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find the average slope of 2x^2 -2x +5.

 Aug 4, 2014

Best Answer 

 #7
avatar+30086 
+5

What I'm really trying to do in the denominator is to find the x-axis distance between two limits. If I integrate a constant (k, say) with respect to x, I just get kx, which, if my limits are hi and lo gives me k(hi - lo).  If I set k to 1 then I just get hi - lo, the distance between the two limits.  (In the case of $$$\int dx$$$ the 1 is implicit).

 

Perhaps better to ignore some of the calculus and just think in terms of  average x distance = area.  The area can be found using calculus, and the distance using common sense! 

 Aug 5, 2014
 #1
avatar+30086 
+5

The slope at any point x is given by s(x) = 4x - 2.  The average of this depends on the interval over which you want to calculate it.  If you want it from x = lo to x = hi, say then the average is given by $$\frac{\int_{lo}^{hi}{s(x)dx}}{hi-lo} = 2(hi+lo-1)$$

If lo = -hi then the average is just -2.

 Aug 4, 2014
 #2
avatar+109520 
0

This is interesting Alan,

You use calculus in a way that I have not seen it used before (or I don't remember anyway)

I have just enough of knowlege to attempt to understand

 

2x^2 -2x +5

tangent function : 4x-2

 

Average = sum of all tangents(numerator makes sense) over number of tangents (okay I am having trouble with the denominator)

Maybe I just need to think it through.  Can you help me get my mind around it?   

 Aug 5, 2014
 #3
avatar+30086 
+5

Melody, does this help

average

 average x distance = area  so average = area/distance.

 Aug 5, 2014
 #4
avatar+109520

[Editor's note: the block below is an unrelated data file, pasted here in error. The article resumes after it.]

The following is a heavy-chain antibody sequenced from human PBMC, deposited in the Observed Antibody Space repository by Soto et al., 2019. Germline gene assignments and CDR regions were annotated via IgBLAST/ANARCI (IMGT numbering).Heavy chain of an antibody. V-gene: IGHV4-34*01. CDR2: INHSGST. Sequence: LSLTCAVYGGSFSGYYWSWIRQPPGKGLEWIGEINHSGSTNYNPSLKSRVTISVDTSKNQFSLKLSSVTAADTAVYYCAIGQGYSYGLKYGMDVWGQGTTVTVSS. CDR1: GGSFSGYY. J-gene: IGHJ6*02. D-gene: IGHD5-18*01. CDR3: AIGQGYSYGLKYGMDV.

+3

Thanks Alan,

I can see that a denominator of 5 works for your example but I still don't comprehend where 

$$\int1 dx$$   comes from.  Why is it 1?  What are you finding the sum of?

I obvioulsy have a major gap in my understanding.

------------------------------------------------------------------

Actually I am just thinking about the units as rates The average of anything can be thought of as whatever per unit or item.  That makes sense. So thinking of it like this I absolutely get the difference on the bottom.

For example (for the benefit of others) The average of 6m,3m and 2m = 9m/3items = 3m/item

So  $$\int1 dx$$  is the sum of units on the x axis which is 5.   

So for the given question the average is     sum of the gradients/unit of x

Does that make sense, sort of anyway?   

Maybe I have got it!  

 Aug 5, 2014
 #5
avatar+30086 
+5

Melody,

$$$\int1dx$ is really just $\int dx$\\\\
Had I done this in LaTeX I would probably just have written $\int dx$, but I did it using Mathcad, which requires an argument to be specified.$$

$$$\int_{lo}^{hi}dx$ is just the distance along the x-axis from x=lo to x=hi.$$

 

I think you've got it!

 Aug 5, 2014
 #6
avatar+109520 
0

Yes but did what I said make sense?  

Actually if you'd presented the integral without anything there I would have been even more confused.  I didn't  know you could have an integral with nothing there.

 Aug 5, 2014
 #7
avatar+30086 
+5
Best Answer

What I'm really trying to do in the denominator is to find the x-axis distance between two limits. If I integrate a constant (k, say) with respect to x, I just get kx, which, if my limits are hi and lo gives me k(hi - lo).  If I set k to 1 then I just get hi - lo, the distance between the two limits.  (In the case of $$$\int dx$$$ the 1 is implicit).

 

Perhaps better to ignore some of the calculus and just think in terms of  average x distance = area.  The area can be found using calculus, and the distance using common sense! 

Alan Aug 5, 2014
 #8
avatar+109520 
0

Yes okay, thanks Alan.  

 Aug 5, 2014

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